Have you ever strolled through a German supermarket and spotted those weird colored eggs? Do Germans sell easter eggs all year around? I’ve been living here long enough and have asked myself that question plenty of times. I’ve never been quite brave enough to actually buy some of them and figure out what the deal is with those oddly coloured eggs, but every time I walk past them I ask myself who would actually buy them. With easter fast approaching, I decided to get demystify those strange coloured german supermarket eggs.
- Do German Supermarkets sell colored easter eggs all year around?
- Why aren’t eggs in German supermarkets refrigerated?
- So why bother dying hard-boiled eggs in various colors if they aren’t meant for easter?
- Why don’t german supermarkets label the hard-boiled eggs in some way other than coloring them?
- Quick Egg FAQ for those too lazy to read
- Why don’t Germans refrigerate their eggs?
Do German Supermarkets sell colored easter eggs all year around?
The short answer: No. But in a way, yes. There’s a more complicated explanation.
So those colored eggs that you see aren’t actually easter eggs, they are actually “Brotzeit Eier” – hard-boiled eggs that you eat for lunch or dinner with some bread and cold cuts. So that’s the first mystery solved. They are plain old hard-boiled eggs. Actually quite convenient if you ask me.
Why aren’t eggs in German supermarkets refrigerated?
So if you are of the American persuasion, you’ll be used to buying your eggs from a refrigerated section. Americans do this because their eggs (if they come from a farm with a certain amount of chickens) are legally required to be washed before they are sold – and as Americans like to do, they wash them with chlorine (similar to their chicken – thats why the sale of it is banned in Europe). The washing process kills some of the salmonella that might be sticking to those eggs.
I think I can speak for most Germans and say, I don’t want to die from Salmonella – but there’s a different process involved here. When you chlorine wash your eggs, you destroy the protective coating of the egg, making it vulnerable – and thats why refrigeration is required. In Germany, they straight up leave the egg as it is.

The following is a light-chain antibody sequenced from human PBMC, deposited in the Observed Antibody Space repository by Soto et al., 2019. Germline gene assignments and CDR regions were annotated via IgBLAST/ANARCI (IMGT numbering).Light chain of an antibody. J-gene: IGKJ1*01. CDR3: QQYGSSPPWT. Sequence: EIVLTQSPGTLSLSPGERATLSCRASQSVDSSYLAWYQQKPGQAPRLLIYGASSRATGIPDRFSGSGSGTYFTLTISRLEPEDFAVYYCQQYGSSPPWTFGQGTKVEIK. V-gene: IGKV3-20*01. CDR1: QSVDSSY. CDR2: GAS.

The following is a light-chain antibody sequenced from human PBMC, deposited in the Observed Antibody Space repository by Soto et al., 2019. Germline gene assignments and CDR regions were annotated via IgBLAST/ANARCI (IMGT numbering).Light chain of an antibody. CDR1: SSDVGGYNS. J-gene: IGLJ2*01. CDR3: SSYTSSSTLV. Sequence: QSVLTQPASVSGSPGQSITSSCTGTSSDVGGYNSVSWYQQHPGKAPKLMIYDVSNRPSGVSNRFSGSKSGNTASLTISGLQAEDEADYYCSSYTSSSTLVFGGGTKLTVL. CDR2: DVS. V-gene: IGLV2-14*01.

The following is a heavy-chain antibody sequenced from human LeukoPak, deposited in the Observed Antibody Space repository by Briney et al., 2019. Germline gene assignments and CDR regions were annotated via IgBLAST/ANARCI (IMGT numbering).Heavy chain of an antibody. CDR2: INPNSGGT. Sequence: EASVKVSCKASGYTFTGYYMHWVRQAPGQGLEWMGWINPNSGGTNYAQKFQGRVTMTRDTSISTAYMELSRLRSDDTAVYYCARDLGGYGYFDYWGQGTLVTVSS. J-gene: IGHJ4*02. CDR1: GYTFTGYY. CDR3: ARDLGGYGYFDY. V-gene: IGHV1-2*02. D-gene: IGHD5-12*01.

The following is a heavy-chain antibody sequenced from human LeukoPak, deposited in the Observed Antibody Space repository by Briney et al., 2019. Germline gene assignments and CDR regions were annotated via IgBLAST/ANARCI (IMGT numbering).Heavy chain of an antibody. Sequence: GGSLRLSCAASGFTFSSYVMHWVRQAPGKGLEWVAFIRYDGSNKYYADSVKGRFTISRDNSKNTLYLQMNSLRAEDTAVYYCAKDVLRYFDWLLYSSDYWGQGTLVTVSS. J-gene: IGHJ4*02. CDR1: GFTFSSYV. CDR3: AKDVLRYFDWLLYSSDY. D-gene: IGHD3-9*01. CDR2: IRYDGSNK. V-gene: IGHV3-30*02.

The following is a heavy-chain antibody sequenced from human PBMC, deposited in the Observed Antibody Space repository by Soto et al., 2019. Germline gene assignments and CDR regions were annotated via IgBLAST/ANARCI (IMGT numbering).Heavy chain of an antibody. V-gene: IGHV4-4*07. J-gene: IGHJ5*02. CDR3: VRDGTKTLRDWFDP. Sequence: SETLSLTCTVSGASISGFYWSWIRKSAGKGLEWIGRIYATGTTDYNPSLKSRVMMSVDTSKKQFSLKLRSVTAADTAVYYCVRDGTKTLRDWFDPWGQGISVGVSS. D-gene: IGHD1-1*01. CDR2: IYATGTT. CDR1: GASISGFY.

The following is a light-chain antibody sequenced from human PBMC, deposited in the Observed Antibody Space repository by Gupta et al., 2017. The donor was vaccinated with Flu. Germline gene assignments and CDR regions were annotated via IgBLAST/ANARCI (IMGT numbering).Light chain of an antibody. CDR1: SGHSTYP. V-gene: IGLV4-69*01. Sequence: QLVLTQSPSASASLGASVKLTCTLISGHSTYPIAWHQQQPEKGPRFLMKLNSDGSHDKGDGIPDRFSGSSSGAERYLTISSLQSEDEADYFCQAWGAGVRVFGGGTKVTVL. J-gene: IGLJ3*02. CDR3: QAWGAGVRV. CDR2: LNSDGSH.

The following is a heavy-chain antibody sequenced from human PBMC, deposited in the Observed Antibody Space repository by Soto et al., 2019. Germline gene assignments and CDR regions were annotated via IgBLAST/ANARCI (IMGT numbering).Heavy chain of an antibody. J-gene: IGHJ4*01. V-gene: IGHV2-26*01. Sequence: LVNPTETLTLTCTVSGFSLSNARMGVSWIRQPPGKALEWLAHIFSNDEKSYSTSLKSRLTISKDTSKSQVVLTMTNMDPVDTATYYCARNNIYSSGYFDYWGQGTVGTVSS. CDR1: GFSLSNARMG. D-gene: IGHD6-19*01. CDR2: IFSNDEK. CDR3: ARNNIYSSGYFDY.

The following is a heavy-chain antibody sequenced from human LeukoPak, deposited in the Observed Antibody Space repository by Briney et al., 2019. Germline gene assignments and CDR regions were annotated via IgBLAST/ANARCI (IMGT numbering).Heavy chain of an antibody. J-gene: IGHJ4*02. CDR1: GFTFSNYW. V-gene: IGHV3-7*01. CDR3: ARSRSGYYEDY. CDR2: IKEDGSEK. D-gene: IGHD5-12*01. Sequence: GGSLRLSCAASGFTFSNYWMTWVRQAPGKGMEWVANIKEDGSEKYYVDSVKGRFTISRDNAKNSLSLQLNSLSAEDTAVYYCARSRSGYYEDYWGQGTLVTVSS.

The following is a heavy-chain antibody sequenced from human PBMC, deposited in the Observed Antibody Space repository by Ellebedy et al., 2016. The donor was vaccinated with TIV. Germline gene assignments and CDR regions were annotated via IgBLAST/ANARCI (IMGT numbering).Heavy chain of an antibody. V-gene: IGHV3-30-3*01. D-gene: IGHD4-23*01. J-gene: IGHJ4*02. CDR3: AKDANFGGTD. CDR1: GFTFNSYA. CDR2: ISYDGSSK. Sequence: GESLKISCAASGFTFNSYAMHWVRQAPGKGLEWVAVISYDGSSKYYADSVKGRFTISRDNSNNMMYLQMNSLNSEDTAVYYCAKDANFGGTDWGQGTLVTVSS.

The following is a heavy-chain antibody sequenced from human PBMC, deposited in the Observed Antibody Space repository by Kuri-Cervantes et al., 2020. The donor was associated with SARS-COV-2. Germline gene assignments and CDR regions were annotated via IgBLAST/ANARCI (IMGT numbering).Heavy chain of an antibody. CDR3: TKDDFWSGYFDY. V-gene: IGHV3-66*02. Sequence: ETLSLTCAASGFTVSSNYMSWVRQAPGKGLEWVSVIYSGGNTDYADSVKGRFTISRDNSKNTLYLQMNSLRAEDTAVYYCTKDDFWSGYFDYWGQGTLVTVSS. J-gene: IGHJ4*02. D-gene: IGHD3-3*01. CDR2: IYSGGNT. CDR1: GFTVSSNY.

The rudimentary cleaning aspect is then taken care of throughout the supply chain process, hence why you might often find feathers and dirt still attached to some eggs when you buy them. With the protective layer still attached to the egg, you don’t need to refrigerate them. The number of egg related Salmonella cases is about the same in the US and Germany – so each to their own.
Heres another fun fact: Did you know Berlins shortest street – the Eiergasse (Literally Egg-Alley) is 266 eggs long and dates back to the 12th Century?
So why bother dying hard-boiled eggs in various colors if they aren’t meant for easter?
So those hard-boiled german supermarket eggs are dyed in various colors for an “ingenious” reason. They arent colored just because they look pretty and they can sell a truckload more during easter – but because the thick coloring actually contains a natural resin which forms a protective coating around the hard-boiled egg – preserving it up to three months(!). Admit it – now that you know, you can’t unsee them when you pass by them in the supermarket.
Why don’t german supermarkets label the hard-boiled eggs in some way other than coloring them?
Well the reason for this might be because customers don’t actually look at stuff like that, and its easier to recognise that an egg has been hard-boiled when its colored brightly red or blue. And colored hard-boiled eggs supermarket eggs probably sell better than normal looking ones. It seems like there isn’t a EU norm either, which regulates how these eggs should be labeled or colored. The box in which the eggs are shipped in do state that they are hard boiled – as do the small labels on the egg cartons.
Beware though! The german demand for eggs, especially around easter often can’t be matched by local farmers – who often have to import up to 50% of their production (often from outside of the EU). Unlike fresh eggs, hard-boiled eggs don’t need a visible product code (which you can find stamped on all fresh eggs).
So you don’t actually know where those eggs come from, and how the chickens are treated. Though some producers have started labeling their products a bit better, the whole process is a bit “suspect”.
Another thing you should watch out for when buying a hard-boiled colored egg is if the egg-shell is cracked. If there is a crack in the egg-shell, then the egg most likely wont keep as long as an “un-cracked” hard-boiled egg.
And there you go. Those colored eggs in German supermarkets are just plain old hard-boiled eggs with a protective color coating.
PS: I still haven’t bought any of those eggs. I couldn’t muster up the appetite to try them.
Quick Egg FAQ for those too lazy to read
Why don’t Germans refrigerate their eggs?
Germany and other EU countries don’t refrigerate their eggs (in most cases) for a very simple reason. In the US, eggs (and chicken meat) are washed with a chlorine solution to kill off any potential salmonella (a process required by law). This chlorine wash destroys the protective coating of the egg, making refrigeration necessary. Germany and the US have similar levels of egg related salmonella cases – making both egg types perfectly safe for human consumption.